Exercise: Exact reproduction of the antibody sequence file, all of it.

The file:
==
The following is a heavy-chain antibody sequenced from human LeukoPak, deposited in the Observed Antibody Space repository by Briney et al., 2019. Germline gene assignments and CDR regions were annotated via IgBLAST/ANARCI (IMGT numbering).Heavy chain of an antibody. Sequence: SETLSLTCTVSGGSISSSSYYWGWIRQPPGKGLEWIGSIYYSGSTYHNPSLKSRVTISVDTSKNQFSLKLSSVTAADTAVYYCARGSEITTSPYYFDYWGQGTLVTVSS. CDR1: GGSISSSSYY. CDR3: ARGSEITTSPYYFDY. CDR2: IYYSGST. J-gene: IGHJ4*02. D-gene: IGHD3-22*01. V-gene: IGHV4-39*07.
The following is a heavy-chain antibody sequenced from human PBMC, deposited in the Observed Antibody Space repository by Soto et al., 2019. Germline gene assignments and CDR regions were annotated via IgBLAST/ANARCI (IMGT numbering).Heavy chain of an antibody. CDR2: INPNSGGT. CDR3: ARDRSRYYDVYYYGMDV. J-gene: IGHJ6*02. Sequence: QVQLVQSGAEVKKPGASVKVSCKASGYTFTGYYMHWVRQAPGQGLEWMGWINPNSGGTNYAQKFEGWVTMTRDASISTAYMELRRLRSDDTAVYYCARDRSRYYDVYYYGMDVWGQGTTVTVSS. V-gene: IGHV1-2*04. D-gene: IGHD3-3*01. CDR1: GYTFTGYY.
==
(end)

The following is a heavy-chain antibody sequenced from human LeukoPak, deposited in the Observed Antibody Space repository by Briney et al., 2019. Germline gene assignments and CDR regions were annotated via IgBLAST/ANARCI (IMGT numbering).Heavy chain of an antibody. Sequence: SETLSLTCTVSGGSISSSSYYWGWIRQPPGKGLEWIGSIYYSGSTYHNPSLKSRVTISVDTSKNQFSLKLSSVTAADTAVYYCARGSEITTSPYYFDYWGQGTLVTVSS. CDR1: GGSISSSSYY. CDR3: ARGSEITTSPYYFDY. CDR2: IYYSGST. J-gene: IGHJ4*02. D-gene: IGHD3-22*01. V-gene: IGHV4-39*07.
The following is a heavy-chain antibody sequenced from human PBMC, deposited in the Observed Antibody Space repository by Soto et al., 2019. Germline gene assignments and CDR regions were annotated via IgBLAST/ANARCI (IMGT numbering).Heavy chain of an antibody. CDR2: INPNSGGT. CDR3: ARDRSRYYDVYYYGMDV. J-gene: IGHJ6*02. Sequence: QVQLVQSGAEVKKPGASVKVSCKASGYTFTGYYMHWVRQAPGQGLEWMGWINPNSGGTNYAQKFEGWVTMTRDASISTAYMELRRLRSDDTAVYYCARDRSRYYDVYYYGMDVWGQGTTVTVSS. V-gene: IGHV1-2*04. D-gene: IGHD3-3*01. CDR1: GYTFTGYY.